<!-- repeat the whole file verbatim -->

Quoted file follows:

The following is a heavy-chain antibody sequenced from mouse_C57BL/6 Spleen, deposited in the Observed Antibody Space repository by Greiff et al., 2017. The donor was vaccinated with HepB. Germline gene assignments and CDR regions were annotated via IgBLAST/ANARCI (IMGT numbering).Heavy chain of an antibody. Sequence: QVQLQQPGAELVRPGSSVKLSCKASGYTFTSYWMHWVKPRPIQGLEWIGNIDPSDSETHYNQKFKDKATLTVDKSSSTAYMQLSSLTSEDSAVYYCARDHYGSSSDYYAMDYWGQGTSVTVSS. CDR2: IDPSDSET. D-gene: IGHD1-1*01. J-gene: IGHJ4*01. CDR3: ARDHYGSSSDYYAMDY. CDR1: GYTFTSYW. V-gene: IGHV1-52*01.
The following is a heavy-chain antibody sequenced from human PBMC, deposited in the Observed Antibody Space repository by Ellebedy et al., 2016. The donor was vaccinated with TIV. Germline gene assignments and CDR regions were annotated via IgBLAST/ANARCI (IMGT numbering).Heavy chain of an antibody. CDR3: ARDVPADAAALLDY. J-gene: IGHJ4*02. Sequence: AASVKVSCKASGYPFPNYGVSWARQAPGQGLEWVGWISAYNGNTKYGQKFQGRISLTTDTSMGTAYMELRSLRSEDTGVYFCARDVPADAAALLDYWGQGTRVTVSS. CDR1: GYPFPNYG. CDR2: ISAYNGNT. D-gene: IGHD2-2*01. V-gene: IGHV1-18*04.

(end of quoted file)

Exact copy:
The following is a heavy-chain antibody sequenced from mouse_C57BL/6 Spleen, deposited in the Observed Antibody Space repository by Greiff et al., 2017. The donor was vaccinated with HepB. Germline gene assignments and CDR regions were annotated via IgBLAST/ANARCI (IMGT numbering).Heavy chain of an antibody. Sequence: QVQLQQPGAELVRPGSSVKLSCKASGYTFTSYWMHWVKPRPIQGLEWIGNIDPSDSETHYNQKFKDKATLTVDKSSSTAYMQLSSLTSEDSAVYYCARDHYGSSSDYYAMDYWGQGTSVTVSS. CDR2: IDPSDSET. D-gene: IGHD1-1*01. J-gene: IGHJ4*01. CDR3: ARDHYGSSSDYYAMDY. CDR1: GYTFTSYW. V-gene: IGHV1-52*01.
The following is a heavy-chain antibody sequenced from human PBMC, deposited in the Observed Antibody Space repository by Ellebedy et al., 2016. The donor was vaccinated with TIV. Germline gene assignments and CDR regions were annotated via IgBLAST/ANARCI (IMGT numbering).Heavy chain of an antibody. CDR3: ARDVPADAAALLDY. J-gene: IGHJ4*02. Sequence: AASVKVSCKASGYPFPNYGVSWARQAPGQGLEWVGWISAYNGNTKYGQKFQGRISLTTDTSMGTAYMELRSLRSEDTGVYFCARDVPADAAALLDYWGQGTRVTVSS. CDR1: GYPFPNYG. CDR2: ISAYNGNT. D-gene: IGHD2-2*01. V-gene: IGHV1-18*04.